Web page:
• pilotpsk

      While I don’t disagree, I think a lot of this is based on the expectations of the game. Just like RE6 was a disappointment selling 5 million copies, PSASBR is a disappointment selling 500k. The fact that they fired studio members and basically yanked the contract from them speaks volumes. So I think despite what it does in Japan, it is a failure in the eyes of PlayStation.

      • DarthDiggler

        Not meeting expectations does not mean failure.  Stop trying to reinvent meanings to words to support your arguments, its a weak form of debate.

        IMHO PSASBR is a game that should be preloaded on to PS3 hard drives.

        • pilotpsk

          Accusing me of reinventing meanings to words to support my arguments is also a weak form of debate. Take it easy. I’m not attacking you, I’m talking to you.

          Superbot and Sony officially parted ways over the game and that is after a few firings. They also plan to fire more people moving forward. What more do you need to see to consider the game a failure? Considering the game is borrowing characters from games that are not Sony exclusive (Bioshock, Tekken, Metal Gear) I am sure they spent a lot of money to get these characters in the game. If all this went down, chances are the game is not profitable. Sure some of this is just connecting dots, but do you really feel that what I am saying is completely off base?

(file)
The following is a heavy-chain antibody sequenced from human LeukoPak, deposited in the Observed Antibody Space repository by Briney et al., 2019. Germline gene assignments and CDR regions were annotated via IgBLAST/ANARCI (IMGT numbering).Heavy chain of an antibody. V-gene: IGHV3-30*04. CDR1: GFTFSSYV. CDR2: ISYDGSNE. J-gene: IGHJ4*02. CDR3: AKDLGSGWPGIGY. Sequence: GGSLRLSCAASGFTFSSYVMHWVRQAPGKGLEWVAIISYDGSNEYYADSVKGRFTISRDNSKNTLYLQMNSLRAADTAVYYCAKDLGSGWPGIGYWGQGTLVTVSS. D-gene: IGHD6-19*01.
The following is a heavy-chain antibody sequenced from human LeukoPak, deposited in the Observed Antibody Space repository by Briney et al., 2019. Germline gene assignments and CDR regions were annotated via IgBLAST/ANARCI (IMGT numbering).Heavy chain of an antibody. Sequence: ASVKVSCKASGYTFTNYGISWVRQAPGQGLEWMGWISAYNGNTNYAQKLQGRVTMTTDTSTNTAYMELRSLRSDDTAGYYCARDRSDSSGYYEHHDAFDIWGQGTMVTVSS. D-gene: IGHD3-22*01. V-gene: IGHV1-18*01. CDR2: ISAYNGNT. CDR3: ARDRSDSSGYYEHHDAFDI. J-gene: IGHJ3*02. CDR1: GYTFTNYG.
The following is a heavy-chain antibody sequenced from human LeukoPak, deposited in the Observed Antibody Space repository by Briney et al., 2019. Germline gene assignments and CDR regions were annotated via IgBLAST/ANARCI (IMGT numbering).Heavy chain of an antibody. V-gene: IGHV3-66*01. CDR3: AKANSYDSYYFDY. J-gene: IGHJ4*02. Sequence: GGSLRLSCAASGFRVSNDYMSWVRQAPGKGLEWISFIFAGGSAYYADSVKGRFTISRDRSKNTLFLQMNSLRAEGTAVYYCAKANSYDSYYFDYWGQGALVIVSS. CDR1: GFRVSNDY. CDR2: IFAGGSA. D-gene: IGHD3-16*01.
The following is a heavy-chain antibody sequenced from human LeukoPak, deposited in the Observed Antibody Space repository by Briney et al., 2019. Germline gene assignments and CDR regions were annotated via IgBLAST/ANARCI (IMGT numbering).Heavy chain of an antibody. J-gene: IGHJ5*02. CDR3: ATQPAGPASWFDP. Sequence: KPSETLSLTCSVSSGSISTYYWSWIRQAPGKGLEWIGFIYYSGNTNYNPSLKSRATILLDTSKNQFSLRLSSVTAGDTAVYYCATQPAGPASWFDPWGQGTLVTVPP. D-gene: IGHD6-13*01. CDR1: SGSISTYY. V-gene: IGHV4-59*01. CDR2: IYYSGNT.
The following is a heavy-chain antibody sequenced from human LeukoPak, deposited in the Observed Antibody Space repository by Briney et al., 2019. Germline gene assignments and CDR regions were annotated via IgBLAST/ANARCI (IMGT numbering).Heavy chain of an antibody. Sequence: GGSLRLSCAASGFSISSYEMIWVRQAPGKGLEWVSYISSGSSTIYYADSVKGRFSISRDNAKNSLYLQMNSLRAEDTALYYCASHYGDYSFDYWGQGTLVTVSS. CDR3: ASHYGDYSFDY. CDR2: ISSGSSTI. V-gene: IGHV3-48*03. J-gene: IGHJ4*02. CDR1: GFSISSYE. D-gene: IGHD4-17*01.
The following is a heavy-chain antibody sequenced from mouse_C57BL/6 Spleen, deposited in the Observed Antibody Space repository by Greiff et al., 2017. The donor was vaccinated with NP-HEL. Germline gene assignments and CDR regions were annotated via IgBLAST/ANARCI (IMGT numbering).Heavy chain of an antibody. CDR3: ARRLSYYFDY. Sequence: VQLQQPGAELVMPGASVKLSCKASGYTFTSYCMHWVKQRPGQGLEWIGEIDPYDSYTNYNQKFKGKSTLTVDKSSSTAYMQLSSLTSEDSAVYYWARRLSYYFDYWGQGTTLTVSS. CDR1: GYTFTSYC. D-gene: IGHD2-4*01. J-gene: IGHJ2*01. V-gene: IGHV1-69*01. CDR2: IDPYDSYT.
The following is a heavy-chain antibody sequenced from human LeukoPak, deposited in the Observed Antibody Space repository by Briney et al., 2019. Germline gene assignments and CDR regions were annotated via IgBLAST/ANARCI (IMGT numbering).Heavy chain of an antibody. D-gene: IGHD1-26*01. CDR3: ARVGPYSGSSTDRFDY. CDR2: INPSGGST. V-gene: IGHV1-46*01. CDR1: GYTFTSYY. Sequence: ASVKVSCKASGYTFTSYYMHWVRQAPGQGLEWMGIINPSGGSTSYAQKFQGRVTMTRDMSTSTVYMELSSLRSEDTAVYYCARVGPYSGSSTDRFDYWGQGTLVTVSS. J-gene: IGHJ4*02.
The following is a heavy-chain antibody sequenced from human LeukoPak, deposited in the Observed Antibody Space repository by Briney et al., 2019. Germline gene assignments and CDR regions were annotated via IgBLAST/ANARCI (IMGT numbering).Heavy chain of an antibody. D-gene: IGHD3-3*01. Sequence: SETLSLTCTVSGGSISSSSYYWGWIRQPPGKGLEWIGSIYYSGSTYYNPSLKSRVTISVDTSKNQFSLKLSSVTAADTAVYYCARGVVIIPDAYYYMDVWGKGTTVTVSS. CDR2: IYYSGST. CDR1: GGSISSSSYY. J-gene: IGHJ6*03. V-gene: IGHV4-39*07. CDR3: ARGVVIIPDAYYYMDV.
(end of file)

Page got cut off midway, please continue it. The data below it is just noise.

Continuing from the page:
Even going with your suggestion of pre-loading the game on consoles, is that the fate of games that were not failures? 

        • Actually it does, it’s just corporate speak to hide the actual meaning of the word.

          Releasing SuperBot confirms this.

    • Why does first party diminish the expectations? 500k at this point is terrible across two platforms and trends speak to it not improving much. While layoffs happen, the fact that they just severed ties with SuperBot speak volumes as to it underperforming and yes, failure.  

      Also keep in mind, I wrote this nearly a week ago and had no knowledge that Sony would be releasing SuperBot.

  • its an arcade brawler…which means very few people are going to be interested no matter what content is in it….first complaint about it,it doesnt cater to noobs enough,i applaud them for taking a rather shallow genre and giving it the slightest amount of depth…so sick of everything having to be accessible  these days because tards arent willing to take a few days and figure a game out….the roster would never be fully fleshed out with every playstation character ever to exist,as sony doesnt own the rights to a big chunk of them anymore,so eh….and of course with a new console and exclusives like the last of us,beyond,GOW ascension,and a handful more,theyre not going to break the bank(especially given sony’s financial situation at the moment) at promoting a rinky dink brawler that NOBODY expected to move significant units in the first place….i fully expect them to keep it updated with patches and dlc,so be happy